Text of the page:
Traffic Commissioners That Transport Manager Need to be More Vigilant

Traffic Commissioners That Transport Manager Need to be More Vigilant

Advice has been given by the West Midlands Traffic Commissioner that transport managers need to be vigilant when they are put down on an operator’s license. Nick Denton has released this advice after news of a replacement Traffic Manager said he has no contact with the license holder during the time that his application was being reviewed.

The traffic regulator has suggested that a traffic manager should be concerned if they are asked to be on a license and submits the forms then doesn’t have any further contact with the traffic manager. Renford Stephenson is the Traffic Manager in this case and he has been advised that a lack of contact from an operator after agreeing to be named on a license is strong sign that all is not well.

The operator in this instance was Ace Drinks Ltd, and the company didn’t employ Mr. Stephenson as a replacement traffic Manager during a consideration process. The process was delayed significantly because the company had failed to respond to correspondence that had come from the Office of the Traffic Commissioner.

The Traffic Commissioner, Nick Denton has suggested that because Mr. Stephenson did not have any involvement with Ace Drinks Ltd, while his application was being considered. It was thought that he never exercised the transport manager’s role even in an informal capacity. There was a public inquiry on 21st March 2017 which was attended by Mr. Stephenson in Birmingham that looked at the operator’s license that was held by Ace Drinks. Stephenson’s reputation was considered in a public enquiry that took place in December with a different operator, this time T J Movers Ltd. During the December inquiry, he was told he could retain his repute if he attended a CPC refresher course, which Stephenson did.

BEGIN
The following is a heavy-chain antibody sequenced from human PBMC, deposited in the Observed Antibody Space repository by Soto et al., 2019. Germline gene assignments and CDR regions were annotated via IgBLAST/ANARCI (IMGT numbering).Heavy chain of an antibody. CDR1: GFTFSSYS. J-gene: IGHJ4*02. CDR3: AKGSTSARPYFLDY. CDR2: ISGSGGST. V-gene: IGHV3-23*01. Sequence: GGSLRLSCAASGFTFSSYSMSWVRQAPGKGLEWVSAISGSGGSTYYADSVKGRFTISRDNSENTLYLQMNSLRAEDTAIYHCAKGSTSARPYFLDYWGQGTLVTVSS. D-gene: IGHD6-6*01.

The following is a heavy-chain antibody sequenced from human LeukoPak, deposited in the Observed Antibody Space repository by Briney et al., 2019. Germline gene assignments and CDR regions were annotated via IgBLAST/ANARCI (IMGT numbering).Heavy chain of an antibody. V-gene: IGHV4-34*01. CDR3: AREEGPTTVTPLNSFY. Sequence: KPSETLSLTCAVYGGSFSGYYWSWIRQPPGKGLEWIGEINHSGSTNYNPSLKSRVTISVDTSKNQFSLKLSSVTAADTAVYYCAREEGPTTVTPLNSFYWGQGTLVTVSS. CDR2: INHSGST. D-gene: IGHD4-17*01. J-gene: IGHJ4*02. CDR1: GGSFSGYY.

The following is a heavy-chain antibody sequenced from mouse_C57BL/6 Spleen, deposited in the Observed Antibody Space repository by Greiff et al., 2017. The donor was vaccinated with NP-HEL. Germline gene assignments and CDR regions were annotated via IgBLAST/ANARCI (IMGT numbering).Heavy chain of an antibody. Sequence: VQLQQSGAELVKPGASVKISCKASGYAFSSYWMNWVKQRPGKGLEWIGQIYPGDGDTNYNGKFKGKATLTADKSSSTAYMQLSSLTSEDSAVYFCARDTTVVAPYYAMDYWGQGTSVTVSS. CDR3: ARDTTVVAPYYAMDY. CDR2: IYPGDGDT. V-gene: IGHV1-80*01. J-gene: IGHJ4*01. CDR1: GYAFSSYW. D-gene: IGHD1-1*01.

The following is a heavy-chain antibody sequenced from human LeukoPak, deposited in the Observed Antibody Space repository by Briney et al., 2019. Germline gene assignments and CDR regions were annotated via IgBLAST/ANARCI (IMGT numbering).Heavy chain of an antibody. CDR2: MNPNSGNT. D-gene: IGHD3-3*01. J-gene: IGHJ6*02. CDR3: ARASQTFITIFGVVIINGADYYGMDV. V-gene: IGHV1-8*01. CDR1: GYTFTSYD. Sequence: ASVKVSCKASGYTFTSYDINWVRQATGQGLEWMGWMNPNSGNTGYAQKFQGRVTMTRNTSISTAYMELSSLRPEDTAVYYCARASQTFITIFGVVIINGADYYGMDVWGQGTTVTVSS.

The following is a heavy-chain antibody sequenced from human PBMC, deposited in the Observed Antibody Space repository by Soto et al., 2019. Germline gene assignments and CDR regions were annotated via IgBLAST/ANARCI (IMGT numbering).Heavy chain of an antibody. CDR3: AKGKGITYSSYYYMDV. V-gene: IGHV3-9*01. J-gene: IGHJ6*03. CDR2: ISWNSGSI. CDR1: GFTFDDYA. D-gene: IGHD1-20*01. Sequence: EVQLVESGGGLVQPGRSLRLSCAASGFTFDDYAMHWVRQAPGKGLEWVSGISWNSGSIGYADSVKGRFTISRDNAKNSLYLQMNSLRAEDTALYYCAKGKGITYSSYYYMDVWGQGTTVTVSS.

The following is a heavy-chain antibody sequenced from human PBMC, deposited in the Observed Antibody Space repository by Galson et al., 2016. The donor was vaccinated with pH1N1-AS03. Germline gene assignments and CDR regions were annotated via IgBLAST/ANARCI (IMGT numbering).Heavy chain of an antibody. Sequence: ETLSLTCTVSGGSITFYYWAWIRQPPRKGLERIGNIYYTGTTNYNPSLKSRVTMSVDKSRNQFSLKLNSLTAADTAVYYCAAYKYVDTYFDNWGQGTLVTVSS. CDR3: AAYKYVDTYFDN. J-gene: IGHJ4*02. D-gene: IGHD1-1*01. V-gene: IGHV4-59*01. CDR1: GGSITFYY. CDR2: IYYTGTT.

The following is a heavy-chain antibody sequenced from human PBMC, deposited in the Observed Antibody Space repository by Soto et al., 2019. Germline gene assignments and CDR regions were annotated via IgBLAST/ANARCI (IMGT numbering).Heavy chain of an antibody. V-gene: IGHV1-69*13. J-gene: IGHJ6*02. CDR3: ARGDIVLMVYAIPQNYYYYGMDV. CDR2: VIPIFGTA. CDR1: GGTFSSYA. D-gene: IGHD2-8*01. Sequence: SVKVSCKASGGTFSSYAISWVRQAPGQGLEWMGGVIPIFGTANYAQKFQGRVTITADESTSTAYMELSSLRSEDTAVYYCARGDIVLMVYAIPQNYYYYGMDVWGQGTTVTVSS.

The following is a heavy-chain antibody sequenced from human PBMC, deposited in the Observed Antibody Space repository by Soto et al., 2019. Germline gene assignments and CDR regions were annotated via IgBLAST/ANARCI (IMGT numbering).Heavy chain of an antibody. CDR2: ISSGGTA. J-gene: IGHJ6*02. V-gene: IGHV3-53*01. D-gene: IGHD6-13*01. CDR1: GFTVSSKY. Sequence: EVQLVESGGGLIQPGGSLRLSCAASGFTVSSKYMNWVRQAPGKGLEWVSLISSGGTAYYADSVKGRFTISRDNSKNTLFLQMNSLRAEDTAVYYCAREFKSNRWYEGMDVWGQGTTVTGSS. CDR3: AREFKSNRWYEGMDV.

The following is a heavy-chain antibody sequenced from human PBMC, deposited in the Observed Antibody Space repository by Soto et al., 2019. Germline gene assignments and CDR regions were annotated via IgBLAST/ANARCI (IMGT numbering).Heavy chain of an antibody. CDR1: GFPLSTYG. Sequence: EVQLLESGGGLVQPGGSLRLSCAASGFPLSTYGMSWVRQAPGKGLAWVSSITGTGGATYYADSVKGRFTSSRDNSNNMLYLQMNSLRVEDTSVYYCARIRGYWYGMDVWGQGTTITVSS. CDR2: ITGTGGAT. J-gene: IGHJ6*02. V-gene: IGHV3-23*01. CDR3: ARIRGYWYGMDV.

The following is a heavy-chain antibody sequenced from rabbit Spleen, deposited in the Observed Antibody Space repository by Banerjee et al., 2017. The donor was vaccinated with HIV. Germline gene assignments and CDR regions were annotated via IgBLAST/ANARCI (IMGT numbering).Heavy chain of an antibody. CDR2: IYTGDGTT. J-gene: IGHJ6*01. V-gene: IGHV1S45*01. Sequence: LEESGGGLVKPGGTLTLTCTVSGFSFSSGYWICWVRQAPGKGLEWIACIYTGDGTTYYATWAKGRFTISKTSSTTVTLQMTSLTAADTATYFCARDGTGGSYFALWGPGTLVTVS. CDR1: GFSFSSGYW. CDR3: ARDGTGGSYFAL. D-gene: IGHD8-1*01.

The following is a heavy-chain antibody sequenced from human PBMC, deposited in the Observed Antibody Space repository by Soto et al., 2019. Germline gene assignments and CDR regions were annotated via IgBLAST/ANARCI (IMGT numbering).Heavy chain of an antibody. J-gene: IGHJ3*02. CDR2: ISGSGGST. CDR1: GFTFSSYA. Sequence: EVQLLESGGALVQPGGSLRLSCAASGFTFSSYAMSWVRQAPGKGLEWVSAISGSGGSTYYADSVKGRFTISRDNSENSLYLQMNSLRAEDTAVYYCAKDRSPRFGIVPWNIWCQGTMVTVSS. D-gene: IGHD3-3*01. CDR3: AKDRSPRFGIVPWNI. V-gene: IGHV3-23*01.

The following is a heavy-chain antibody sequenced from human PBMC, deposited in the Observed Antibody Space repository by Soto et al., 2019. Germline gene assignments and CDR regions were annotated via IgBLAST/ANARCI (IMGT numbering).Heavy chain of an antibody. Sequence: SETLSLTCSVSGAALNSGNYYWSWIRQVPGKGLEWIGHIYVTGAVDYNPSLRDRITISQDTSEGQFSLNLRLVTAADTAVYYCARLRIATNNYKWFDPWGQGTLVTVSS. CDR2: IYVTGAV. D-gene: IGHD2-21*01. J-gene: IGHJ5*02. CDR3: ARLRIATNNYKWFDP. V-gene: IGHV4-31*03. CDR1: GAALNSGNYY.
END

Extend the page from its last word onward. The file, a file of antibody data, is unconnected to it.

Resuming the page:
The March inquiry has led to The Traffic Commissioner suspending the license of Ace Drinks for 12 months due to a lack of professional competence, as they had failed to respond to a number of different correspondence as well as operating for 14 months without a functioning transport manager.

Share this post